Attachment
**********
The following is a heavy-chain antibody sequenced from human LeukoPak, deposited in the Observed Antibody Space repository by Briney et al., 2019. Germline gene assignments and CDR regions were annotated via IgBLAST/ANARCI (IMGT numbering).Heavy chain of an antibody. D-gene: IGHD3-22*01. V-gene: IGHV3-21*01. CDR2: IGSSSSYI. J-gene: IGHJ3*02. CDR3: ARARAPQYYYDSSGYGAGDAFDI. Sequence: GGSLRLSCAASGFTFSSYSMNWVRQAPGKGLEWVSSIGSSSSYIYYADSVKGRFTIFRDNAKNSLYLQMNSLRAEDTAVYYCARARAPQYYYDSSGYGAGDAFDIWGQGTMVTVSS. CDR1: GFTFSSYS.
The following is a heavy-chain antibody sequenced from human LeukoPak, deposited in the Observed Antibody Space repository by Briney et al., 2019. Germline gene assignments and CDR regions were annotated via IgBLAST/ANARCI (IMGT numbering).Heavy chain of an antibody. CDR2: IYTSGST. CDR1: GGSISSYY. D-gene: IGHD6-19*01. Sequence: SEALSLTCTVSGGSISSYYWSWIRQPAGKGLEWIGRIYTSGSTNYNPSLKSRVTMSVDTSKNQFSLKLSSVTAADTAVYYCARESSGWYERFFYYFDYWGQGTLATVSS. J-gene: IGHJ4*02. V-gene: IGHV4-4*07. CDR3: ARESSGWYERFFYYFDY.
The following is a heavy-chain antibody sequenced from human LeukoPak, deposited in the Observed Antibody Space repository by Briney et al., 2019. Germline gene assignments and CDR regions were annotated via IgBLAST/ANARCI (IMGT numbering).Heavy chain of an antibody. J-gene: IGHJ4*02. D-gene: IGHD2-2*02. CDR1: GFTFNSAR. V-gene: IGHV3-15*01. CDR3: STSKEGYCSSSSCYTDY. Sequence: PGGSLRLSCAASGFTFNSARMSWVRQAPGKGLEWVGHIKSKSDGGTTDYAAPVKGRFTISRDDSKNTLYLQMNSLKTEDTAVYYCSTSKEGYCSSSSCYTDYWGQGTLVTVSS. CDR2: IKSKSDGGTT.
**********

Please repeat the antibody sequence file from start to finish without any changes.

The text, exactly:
The following is a heavy-chain antibody sequenced from human LeukoPak, deposited in the Observed Antibody Space repository by Briney et al., 2019. Germline gene assignments and CDR regions were annotated via IgBLAST/ANARCI (IMGT numbering).Heavy chain of an antibody. D-gene: IGHD3-22*01. V-gene: IGHV3-21*01. CDR2: IGSSSSYI. J-gene: IGHJ3*02. CDR3: ARARAPQYYYDSSGYGAGDAFDI. Sequence: GGSLRLSCAASGFTFSSYSMNWVRQAPGKGLEWVSSIGSSSSYIYYADSVKGRFTIFRDNAKNSLYLQMNSLRAEDTAVYYCARARAPQYYYDSSGYGAGDAFDIWGQGTMVTVSS. CDR1: GFTFSSYS.
The following is a heavy-chain antibody sequenced from human LeukoPak, deposited in the Observed Antibody Space repository by Briney et al., 2019. Germline gene assignments and CDR regions were annotated via IgBLAST/ANARCI (IMGT numbering).Heavy chain of an antibody. CDR2: IYTSGST. CDR1: GGSISSYY. D-gene: IGHD6-19*01. Sequence: SEALSLTCTVSGGSISSYYWSWIRQPAGKGLEWIGRIYTSGSTNYNPSLKSRVTMSVDTSKNQFSLKLSSVTAADTAVYYCARESSGWYERFFYYFDYWGQGTLATVSS. J-gene: IGHJ4*02. V-gene: IGHV4-4*07. CDR3: ARESSGWYERFFYYFDY.
The following is a heavy-chain antibody sequenced from human LeukoPak, deposited in the Observed Antibody Space repository by Briney et al., 2019. Germline gene assignments and CDR regions were annotated via IgBLAST/ANARCI (IMGT numbering).Heavy chain of an antibody. J-gene: IGHJ4*02. D-gene: IGHD2-2*02. CDR1: GFTFNSAR. V-gene: IGHV3-15*01. CDR3: STSKEGYCSSSSCYTDY. Sequence: PGGSLRLSCAASGFTFNSARMSWVRQAPGKGLEWVGHIKSKSDGGTTDYAAPVKGRFTISRDDSKNTLYLQMNSLKTEDTAVYYCSTSKEGYCSSSSCYTDYWGQGTLVTVSS. CDR2: IKSKSDGGTT.